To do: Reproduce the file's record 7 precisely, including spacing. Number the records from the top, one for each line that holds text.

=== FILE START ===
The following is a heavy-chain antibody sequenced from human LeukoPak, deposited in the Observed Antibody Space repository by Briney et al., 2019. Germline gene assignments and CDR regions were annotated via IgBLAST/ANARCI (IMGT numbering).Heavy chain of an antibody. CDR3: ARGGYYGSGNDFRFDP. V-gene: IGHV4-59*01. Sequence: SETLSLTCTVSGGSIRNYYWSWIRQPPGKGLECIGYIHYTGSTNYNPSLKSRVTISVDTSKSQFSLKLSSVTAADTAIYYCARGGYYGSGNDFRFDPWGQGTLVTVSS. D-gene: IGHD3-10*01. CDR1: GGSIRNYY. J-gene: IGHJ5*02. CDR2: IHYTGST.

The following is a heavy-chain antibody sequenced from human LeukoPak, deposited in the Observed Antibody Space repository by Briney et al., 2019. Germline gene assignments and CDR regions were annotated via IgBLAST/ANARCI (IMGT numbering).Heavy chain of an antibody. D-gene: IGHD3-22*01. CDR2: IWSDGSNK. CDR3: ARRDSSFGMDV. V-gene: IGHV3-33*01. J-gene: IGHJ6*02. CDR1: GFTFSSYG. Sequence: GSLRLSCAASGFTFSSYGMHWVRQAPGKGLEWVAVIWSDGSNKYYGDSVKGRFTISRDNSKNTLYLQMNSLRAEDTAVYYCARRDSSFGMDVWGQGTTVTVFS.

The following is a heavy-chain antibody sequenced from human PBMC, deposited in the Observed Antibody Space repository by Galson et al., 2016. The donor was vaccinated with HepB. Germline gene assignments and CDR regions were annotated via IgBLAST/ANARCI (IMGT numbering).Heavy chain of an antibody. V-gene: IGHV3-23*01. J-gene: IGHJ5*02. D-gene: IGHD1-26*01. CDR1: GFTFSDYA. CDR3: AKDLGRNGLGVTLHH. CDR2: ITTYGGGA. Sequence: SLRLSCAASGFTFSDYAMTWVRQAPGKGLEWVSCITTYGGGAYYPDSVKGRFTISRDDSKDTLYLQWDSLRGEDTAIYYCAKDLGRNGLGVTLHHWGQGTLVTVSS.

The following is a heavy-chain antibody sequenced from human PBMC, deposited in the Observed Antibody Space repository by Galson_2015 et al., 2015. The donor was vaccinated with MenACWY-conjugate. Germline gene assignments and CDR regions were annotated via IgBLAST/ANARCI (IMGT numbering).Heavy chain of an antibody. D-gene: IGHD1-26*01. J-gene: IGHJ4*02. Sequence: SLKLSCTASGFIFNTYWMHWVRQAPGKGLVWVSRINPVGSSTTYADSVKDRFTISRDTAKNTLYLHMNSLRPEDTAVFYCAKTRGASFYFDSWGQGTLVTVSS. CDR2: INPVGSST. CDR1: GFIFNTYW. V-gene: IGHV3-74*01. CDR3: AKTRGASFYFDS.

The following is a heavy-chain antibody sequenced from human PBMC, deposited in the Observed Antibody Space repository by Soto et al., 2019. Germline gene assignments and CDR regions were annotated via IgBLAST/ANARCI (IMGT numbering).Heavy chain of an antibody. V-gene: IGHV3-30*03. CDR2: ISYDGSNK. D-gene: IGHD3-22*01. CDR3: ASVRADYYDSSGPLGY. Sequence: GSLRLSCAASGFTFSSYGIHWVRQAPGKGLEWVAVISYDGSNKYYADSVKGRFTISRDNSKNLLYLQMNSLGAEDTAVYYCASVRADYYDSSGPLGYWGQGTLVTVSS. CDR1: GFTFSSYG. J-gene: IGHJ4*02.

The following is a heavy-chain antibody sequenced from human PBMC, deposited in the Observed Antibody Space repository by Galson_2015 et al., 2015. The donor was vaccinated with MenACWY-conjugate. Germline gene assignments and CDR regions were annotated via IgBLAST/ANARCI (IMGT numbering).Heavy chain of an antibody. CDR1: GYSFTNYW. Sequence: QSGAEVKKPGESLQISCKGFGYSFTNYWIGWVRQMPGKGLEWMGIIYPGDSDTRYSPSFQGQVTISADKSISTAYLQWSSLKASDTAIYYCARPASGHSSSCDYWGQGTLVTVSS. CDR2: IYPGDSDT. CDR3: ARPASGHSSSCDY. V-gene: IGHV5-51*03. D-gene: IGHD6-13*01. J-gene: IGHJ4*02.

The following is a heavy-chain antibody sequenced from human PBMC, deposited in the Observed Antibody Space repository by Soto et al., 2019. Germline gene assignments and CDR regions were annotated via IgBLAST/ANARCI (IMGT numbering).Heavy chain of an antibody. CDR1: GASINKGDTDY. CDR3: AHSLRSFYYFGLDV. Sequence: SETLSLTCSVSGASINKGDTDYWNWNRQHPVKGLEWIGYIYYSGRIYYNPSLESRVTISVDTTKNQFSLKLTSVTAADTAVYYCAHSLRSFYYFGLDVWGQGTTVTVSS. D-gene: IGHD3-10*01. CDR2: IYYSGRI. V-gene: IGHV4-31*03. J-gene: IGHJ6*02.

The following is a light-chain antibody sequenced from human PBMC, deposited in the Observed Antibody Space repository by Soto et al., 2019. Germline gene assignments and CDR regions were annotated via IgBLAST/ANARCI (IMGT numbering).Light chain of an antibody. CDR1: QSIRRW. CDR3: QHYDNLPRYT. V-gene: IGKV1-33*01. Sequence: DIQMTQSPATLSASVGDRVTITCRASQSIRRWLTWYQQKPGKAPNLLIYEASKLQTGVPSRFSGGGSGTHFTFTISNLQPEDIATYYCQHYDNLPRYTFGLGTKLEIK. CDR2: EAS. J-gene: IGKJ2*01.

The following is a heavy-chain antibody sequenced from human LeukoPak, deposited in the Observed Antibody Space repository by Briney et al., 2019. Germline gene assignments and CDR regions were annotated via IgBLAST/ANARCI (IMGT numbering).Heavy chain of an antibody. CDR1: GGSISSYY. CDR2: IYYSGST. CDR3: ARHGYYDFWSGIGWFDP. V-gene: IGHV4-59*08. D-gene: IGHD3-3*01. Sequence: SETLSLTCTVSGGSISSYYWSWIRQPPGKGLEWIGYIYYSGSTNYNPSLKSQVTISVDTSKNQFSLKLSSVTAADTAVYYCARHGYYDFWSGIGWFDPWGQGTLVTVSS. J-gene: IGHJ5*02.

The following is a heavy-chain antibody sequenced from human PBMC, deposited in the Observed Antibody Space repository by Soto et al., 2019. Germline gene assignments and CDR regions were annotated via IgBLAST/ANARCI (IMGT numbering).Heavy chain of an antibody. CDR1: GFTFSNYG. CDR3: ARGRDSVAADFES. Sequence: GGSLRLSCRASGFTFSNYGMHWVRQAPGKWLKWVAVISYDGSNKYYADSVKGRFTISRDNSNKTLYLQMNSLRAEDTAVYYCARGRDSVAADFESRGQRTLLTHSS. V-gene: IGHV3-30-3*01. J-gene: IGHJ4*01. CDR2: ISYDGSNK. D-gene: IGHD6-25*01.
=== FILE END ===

The following is a heavy-chain antibody sequenced from human PBMC, deposited in the Observed Antibody Space repository by Soto et al., 2019. Germline gene assignments and CDR regions were annotated via IgBLAST/ANARCI (IMGT numbering).Heavy chain of an antibody. CDR1: GASINKGDTDY. CDR3: AHSLRSFYYFGLDV. Sequence: SETLSLTCSVSGASINKGDTDYWNWNRQHPVKGLEWIGYIYYSGRIYYNPSLESRVTISVDTTKNQFSLKLTSVTAADTAVYYCAHSLRSFYYFGLDVWGQGTTVTVSS. D-gene: IGHD3-10*01. CDR2: IYYSGRI. V-gene: IGHV4-31*03. J-gene: IGHJ6*02.